Kaid Benfield, Director, Sustainable Communities, discusses how two simple tests can determine whether or not a neighborhood is well-designed for children growing up there. Foregoing complicated jargon about things like mixed use development and traffic planning, the “popsicle test” and the “Halloween test” are simply enough for a kid to understand. In their simplicity there is great insight. Read “The popsicle test, the Halloween test, and neighborhoods for kids” on Kaid Benfield’s Blog.
“If an 8-year-old can safely go somewhere to buy a popsicle, and get back home before it melts, chances are it’s a neighborhood that works,” and it passes the “popsicle test,” Benfield blogs.
“If it’s a good neighborhood for trick-or-treating, then it’s likely to be compact and walkable,” and it passes the “Halloween test,” he explains.
Inspired by a related blog by Scott Doyon on PlaceShakers and NewsMakers, Benfield’s blog supposes that well-connected streets and sidewalks in neighborhoods that are dense with mixed uses are good for kids, and good for adults, too.
Doyon writes; “For a child, having increasing opportunities to navigate the world around them, explore, invent, fall down, scrape knees, make decisions, screw up, get into - and solve - conflicts, and ultimately, achieve a sense of personal identity and self-sufficiency is a good thing. The right thing,” he say.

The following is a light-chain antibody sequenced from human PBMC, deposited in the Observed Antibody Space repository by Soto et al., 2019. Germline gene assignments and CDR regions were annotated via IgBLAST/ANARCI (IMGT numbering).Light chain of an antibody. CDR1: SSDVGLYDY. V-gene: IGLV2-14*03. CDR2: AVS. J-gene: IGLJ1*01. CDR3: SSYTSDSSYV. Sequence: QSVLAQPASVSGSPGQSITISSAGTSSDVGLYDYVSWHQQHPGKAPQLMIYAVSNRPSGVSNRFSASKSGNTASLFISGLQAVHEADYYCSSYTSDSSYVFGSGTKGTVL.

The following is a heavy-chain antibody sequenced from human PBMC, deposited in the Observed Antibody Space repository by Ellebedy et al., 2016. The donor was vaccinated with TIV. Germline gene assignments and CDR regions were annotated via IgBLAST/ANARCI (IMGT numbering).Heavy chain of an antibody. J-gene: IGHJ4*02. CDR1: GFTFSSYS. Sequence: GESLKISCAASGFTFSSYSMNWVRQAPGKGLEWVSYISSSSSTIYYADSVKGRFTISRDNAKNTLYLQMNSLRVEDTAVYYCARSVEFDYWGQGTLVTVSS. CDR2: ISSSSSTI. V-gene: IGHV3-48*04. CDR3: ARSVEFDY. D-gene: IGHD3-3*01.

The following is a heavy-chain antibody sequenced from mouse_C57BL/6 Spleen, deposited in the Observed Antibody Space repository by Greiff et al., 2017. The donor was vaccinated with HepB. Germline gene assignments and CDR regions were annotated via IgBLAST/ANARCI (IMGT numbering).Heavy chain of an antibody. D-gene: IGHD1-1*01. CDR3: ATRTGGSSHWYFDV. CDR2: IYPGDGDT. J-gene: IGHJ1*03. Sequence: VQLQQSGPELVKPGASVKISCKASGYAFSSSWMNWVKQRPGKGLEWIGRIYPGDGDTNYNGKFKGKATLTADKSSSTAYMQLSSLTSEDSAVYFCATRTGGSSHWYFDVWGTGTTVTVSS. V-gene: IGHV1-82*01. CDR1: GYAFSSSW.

The point here is that navigating the world around you as a kid is a character builder. Cherished childhood experiences like taking a walk in the summertime to get a popsicle, and maybe eating it at the park, or scraping your knees learning how to ride a bike are threatened by bad neighborhood planning.
Benfield also likes Doyon’s observation; “If the place works for kids, chances are it works for everyone else, too (and, not coincidentally, it also works for the environment).” The question of whether or not a neighborhood is popsicle-and-Halloween-ready is a pretty easy one to answer, but a lot is implied.
Jennifer Eberbach is a professional journalist and writer. Find contact information on her website www.jenthewriter.info